But last year, after we conducted a survey to get a sense of what the business community wanted, we settled on the idea of a statement that asked participants to help with business strategy. This broader statement produced winners that included an app that helps companies with oil and gas regulations (Regulation Explorer), an app that helps food truck owners find best placement (FoodCaster), and an app that helps with company hiring needs (Hively). In these submissions, we really liked the breadth of ideas that came out of it. We liked handing back a creative license to participants and we liked seeing solutions that we would have never have thought of, which I think, is the goal here. We in government collect and maintain data for a variety of reasons but we think that it has value outside of those reasons for a number of outside uses. This is to say that we liked the creativity we saw last year, and we wanted to engage that again, so we made essentially the broadest challenge statement we could.

SS: The competition includes an "ideation platform" this year that people can use to contribute, like and comment upon potential ideas for app submission. Why was this added?

AC: With the broad challenge statement we didn't want to let people just flounder, so we stood up this ideation platform. We opened it up a little before the challenge and got a few ideas on there. The ideation platform will stay up until at least April and we're going to make a broader push here in February and March to get it out to the larger business community to add more.

We're hoping that this ideation platform draws a little more public brainstorming, so it is not just a static survey. We want the platform to give people a chance to say, "Hey, OK, that's what someone else is suggesting," and then use the platform's features to vote like on the idea, comment, or get a different take on ideas with some who might say, "Oh, that idea makes sense to me, but I'm in this other industry, and I'd take it a different direction." So we'll be reaching out to the broader business community because we want to foster a better flow of communication between the software engineers that develop the apps and the businesses that will eventually use them. In that process we're accomplishing big-picture goals of raising awareness about public data and getting people to use the data as a resource.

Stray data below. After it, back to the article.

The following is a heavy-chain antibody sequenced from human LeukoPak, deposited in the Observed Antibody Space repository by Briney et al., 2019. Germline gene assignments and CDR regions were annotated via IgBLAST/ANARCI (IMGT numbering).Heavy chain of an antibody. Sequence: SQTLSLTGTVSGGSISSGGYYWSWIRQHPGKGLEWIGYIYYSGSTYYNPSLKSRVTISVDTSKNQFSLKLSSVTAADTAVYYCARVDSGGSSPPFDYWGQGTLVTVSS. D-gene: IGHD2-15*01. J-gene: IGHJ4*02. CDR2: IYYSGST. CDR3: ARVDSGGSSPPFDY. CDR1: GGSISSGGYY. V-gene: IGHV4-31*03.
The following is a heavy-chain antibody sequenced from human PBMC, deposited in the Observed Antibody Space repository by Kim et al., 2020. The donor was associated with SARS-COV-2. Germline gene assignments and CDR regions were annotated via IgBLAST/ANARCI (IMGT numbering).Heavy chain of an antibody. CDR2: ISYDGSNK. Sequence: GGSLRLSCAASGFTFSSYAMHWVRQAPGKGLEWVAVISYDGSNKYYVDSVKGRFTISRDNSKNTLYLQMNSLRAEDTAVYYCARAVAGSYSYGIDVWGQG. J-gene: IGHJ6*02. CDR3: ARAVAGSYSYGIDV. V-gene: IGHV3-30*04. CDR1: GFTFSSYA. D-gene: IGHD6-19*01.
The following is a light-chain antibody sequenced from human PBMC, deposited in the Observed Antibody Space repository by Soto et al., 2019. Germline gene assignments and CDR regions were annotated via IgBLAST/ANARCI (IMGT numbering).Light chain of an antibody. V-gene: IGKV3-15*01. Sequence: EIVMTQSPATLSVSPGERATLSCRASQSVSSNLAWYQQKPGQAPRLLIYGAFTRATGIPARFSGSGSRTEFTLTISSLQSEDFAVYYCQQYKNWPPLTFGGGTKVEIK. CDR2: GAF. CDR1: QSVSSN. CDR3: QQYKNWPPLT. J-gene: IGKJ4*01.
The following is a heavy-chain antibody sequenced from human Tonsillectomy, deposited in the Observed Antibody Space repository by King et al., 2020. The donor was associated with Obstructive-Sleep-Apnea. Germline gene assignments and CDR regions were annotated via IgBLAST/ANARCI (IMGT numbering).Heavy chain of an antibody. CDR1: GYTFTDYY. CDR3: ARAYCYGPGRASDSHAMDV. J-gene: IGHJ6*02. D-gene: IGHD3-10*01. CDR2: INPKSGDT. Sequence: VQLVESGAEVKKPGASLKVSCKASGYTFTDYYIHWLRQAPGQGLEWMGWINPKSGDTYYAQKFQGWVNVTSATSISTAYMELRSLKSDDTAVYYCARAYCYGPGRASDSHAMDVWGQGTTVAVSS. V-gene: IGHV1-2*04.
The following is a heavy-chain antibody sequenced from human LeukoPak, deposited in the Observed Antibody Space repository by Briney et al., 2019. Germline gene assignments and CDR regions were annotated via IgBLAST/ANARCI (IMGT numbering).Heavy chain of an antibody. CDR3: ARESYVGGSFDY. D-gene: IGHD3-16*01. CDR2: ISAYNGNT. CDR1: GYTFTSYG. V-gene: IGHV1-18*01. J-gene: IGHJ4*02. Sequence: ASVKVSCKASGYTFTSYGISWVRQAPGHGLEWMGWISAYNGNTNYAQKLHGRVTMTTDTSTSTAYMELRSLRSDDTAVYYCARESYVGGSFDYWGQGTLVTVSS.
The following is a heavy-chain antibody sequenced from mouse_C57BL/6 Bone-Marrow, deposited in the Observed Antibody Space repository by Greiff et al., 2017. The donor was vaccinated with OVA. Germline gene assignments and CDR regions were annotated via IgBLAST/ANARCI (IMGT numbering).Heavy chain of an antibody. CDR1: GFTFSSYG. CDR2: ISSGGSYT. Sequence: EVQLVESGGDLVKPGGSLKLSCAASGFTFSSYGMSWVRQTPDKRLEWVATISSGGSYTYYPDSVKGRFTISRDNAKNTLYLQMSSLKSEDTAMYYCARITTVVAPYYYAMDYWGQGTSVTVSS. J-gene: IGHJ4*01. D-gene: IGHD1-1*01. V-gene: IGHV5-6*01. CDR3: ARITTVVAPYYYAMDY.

SS: I saw on the challenge website that judging will be weighted a little differently this year. How will this work?

AC: What it all comes down to is that public data — by definition — is available to everyone. It's not always easily accessible, but it's available, so what we want to see from the challenge is, "How are you adding value to something that people can already get for free?" So we've just put a little more emphasis on that aspect. What are you doing with the data? We want it to be integral to what they're doing. A zero score means nothing is done to the data, the next level is your making it more accessible, and the next level above that is you are combining different data sets, because we think there is a lot of power in that. 

And the next level above this is you're doing some kind of analysis. The highest level we see is when you're able to combine data together, perform analysis and deliver it in a useful format. As the data has matured, and the availability of data has increased year to year, we want to see this new value people can add.

Responses were edited lightly for readability.